What does this mean to new wedding photographers?
We spend so much time looking in Instagram and what some famous wedding photographer is doing. Or asking whats in their bag? We fill the answer to getting better is to use the lens they use. Or maybe we need this new light because they have one. Well, guess what some of those guys and girls have issues too. I love some of the great west coast wedding images you see. You know the images of the bride and groom out by the ocean or on a cliff at sunset. Those great photos get featured in all the popular blogs too. So we say well we need to shoot just like that. Have you ever looked at a dark reception image from some of those photographers? Some you will never see one? Why? When you see one now its about lighting and the confidence is not there. Using an off camera or even on camera flash is tough. So they don’t turn out well so they don’t get shown. So from now on do we tell a bride and groom sorry you can’t get married there because it has no windows? Sorry I can shoot the beautiful outside wedding and we can stop at a field afterward but I leave after that because it is too dark to shoot? No we can’t do that. We must learn how to light with and without natural light. I heard a great quote one time. A wedding photographer was asked if he shot with available light? He answered yes and sometimes my flash is available too.
I also feel many of the styles our brides love today come from hiding imperfect techniques. They are created using the latest popular presets. You have seen it right? A group of images that look washed out. They call it light and airy. If an image was shot too dark or the lighting on a subject’s face is too light what can we do? I know lets lighten it up in lightroom. Oh no the color is off when I do that now. That’s ok we can tweak the colors for a nice pastel look to hide that too. Does this sound like a preset you bought?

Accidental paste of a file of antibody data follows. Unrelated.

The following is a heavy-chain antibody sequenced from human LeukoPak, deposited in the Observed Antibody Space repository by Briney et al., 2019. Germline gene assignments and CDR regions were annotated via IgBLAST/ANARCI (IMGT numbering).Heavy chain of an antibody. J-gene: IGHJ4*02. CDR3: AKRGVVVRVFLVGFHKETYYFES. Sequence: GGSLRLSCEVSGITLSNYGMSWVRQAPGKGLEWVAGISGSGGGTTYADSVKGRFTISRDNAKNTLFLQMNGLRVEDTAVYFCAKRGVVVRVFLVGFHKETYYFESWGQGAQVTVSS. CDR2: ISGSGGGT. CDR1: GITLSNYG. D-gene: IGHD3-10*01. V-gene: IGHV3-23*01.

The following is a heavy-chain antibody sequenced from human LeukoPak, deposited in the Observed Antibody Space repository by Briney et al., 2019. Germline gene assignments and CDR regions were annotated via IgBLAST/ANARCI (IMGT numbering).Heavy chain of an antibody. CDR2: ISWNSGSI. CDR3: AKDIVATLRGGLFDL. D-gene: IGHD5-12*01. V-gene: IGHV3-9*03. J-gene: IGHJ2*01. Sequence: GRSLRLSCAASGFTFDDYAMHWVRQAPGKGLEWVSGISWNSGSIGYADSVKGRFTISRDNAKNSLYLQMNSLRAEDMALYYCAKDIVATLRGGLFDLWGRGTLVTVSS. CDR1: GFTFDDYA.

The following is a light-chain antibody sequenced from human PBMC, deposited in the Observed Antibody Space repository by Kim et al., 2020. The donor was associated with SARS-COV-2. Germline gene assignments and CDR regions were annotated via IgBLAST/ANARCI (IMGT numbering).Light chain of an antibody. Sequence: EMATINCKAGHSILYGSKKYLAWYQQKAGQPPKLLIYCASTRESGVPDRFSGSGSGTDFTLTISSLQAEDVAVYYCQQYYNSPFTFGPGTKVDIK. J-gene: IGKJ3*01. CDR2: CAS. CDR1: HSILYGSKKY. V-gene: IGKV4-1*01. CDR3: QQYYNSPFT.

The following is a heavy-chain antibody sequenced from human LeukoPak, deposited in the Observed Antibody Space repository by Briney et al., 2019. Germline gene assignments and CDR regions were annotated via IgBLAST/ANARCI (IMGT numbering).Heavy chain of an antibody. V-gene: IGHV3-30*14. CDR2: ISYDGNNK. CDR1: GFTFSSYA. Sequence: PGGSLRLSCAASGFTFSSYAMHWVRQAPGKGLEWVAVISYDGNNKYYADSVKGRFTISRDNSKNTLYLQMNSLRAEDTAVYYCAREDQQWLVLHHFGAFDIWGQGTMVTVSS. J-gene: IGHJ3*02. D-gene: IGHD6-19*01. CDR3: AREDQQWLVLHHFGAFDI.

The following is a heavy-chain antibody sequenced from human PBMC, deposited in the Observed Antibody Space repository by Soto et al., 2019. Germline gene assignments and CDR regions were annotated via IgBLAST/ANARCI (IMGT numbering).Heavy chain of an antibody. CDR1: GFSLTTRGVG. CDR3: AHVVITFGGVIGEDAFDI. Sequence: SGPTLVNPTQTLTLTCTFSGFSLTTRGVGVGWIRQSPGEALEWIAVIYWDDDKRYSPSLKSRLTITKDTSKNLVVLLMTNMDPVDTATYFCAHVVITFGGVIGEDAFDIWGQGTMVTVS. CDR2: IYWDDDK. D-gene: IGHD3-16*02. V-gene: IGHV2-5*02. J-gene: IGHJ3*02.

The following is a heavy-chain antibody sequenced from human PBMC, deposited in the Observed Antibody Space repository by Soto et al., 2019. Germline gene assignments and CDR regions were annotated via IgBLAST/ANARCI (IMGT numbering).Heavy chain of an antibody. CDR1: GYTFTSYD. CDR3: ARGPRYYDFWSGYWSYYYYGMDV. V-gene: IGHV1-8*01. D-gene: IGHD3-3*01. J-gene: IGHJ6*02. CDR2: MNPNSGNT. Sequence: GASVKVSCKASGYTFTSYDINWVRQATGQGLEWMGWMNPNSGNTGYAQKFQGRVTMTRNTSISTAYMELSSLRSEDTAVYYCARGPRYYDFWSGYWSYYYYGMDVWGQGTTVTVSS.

A challenge for wedding photographers.
Now what I challenge wedding photographers is to take time and learn some basic skills that will make your images look better and save you time. Spend more time shooting and less time editing. Learn those skills that can help you during those trickier lighting situations. It’s also not all about lighting. There are some basic functions of our camera and how it works that will go a long way too. This is not a blog where I try to sell you something later. No over the next couple of months I will write a blog about some of the following things to work on. Some might be simple others I might point towards a video or 2 to look over. It’s all about where we can go to become a better technical wedding photographer.
- How to hold a camera and camera shake
- What is a grey card
- How does shutter speed and aperture work
- Creating shape with light
- Depth of field
- 3 basic lighting techniques
- Exposure range
- The zone system
- Color management
- Flash skills
Never stop learning. Work hard at perfecting your skills. Being a wedding photographer is something I love and I want you to love it too. Keep following this blog for the posts on the topics above.